The parliament has recently adopted a draft law[1] (‘the Draft’) changing and completing the civil procedure code (‘CPC’). The draft provides numerous changes to the CPC. Especially, it contains practice-oriented regulations about the electronic communication of documents within civil procedures, which are discussed below.

Introduction: Communication of documents within civil procedures

Whenever a procedural document (eg. an action) must be sent to a party in a way that can be proved, it is usually sent officially by the court via a notification (comunicare). It is of utmost importance to prove that documents have reached their recipient, as well as the moment thereof, since this implies, among other things, keeping deadlines.

Of course, notifications are extremely important, according to the CPC. A good example is the procedure for bringing an action. With the current CPC, a written preliminary proceeding was introduced, which generates the clarification of important aspects even before the hearing deadline. The following must happen before the first hearing date:

  • Verification of the action’s compliance with the requirements of the legal civil proceeding;
  • Notification of the action to the defendant, who has a 25 day period for submitting a written statement of defence;
  • Communication of the defendant’s statement of defence to the plaintiff immediately after its submission; the plaintiff must respond within 10 days;
  • Setting the first court session after the receipt of the plaintiff’s reply to the statement of defence) or after the expiry of a 10 day-deadline, however no later than 60 days afterwards.

The current CPC has shifted an important part of the administrative trial phase to the period before the first court session. This aims at informing all parties about the status of the dispute and of the parties’ points of view, which speeds up the trial process.

Electronic communication of procedural documents

The current CPC states that the communication of procedural documents is possible via fax or electronic mail (e-mail), if the receipt and a receipt confirmation are guaranteed and the party involved has delivered the information required for this purpose.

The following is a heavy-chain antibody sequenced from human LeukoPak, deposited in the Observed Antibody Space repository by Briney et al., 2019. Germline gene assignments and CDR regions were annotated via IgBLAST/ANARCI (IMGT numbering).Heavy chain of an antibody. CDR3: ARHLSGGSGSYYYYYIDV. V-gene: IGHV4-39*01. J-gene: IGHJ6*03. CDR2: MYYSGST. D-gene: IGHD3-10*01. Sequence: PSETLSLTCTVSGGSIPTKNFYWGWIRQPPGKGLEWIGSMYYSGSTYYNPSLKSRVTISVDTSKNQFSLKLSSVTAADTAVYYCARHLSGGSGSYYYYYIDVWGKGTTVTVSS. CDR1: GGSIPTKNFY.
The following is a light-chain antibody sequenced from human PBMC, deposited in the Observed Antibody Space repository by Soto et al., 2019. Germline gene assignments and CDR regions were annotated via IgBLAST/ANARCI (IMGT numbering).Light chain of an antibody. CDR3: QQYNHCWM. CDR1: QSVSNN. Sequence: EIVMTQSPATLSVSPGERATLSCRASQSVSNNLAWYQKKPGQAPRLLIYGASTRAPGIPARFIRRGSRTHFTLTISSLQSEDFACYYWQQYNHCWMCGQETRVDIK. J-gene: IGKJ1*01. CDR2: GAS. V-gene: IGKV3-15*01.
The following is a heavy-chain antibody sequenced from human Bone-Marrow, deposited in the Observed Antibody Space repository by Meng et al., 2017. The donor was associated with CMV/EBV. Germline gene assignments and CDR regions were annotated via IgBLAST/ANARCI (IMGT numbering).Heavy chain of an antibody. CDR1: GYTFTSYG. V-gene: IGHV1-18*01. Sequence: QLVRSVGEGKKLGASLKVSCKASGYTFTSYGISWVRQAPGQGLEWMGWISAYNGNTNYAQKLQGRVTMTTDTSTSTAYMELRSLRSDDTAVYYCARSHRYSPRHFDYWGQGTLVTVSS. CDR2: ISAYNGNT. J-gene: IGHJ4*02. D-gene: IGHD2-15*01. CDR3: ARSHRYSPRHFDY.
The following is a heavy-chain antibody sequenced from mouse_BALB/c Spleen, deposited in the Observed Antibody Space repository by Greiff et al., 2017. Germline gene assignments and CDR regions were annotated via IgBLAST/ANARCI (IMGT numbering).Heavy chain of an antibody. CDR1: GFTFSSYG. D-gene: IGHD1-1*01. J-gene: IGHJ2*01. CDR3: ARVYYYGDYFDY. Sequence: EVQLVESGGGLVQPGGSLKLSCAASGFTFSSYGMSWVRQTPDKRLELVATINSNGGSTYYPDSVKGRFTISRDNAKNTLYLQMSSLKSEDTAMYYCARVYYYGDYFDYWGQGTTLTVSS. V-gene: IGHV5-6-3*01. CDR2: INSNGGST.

At the moment, however, together with the documents, a form which must contain the following mandatory data has to be sent: name of the court, date of notification, name and signature of the clerk in charge with the communication and the information about the communicated documents. On receipt, the person responsible for receiving the documents must return the form to the court via fax, e-mail or other means, after completing it with the date of receipt as well as the recipient’s name and signature.

The draft simplifies notifications, as it abolishes this ‘sent/received’ form. Each court will use a unique extended electronic signature which will replace both the court stamp and the clerk’s signature.

The procedural documents will be considered to be received when the system used confirms that they have reached the recipient according to the information provided by him; the receipt confirmation is printed and attached to the file as proof of notification.  

The communication of documents via e-mail or fax  

The current CPC is not yet fully up to date with regard to electronic communication. Article 183, paragraph 1 states that for the observance of certain procedure deadlines, it is necessary to send the documents via registered letters, fast courier or specialised notification services.

The Draft adds to the CPC that procedural documents are considered to be communicated in time if sent via e-mail or fax within the applicable deadline. The proof of receipt issued by the fax machine or the computer of the court will count as a proof of the communication, as well as of the actual time and date of reception.

Conclusion

The new changes to the code of civil procedure simplify the electronic communication of documents, thus reducing cost and time.

Since the courts are still overburdened because of the high number of proceedings, lack of personnel and poor infrastructure, there is no doubt the new rule is highly desirable and its entry into force will be welcomed.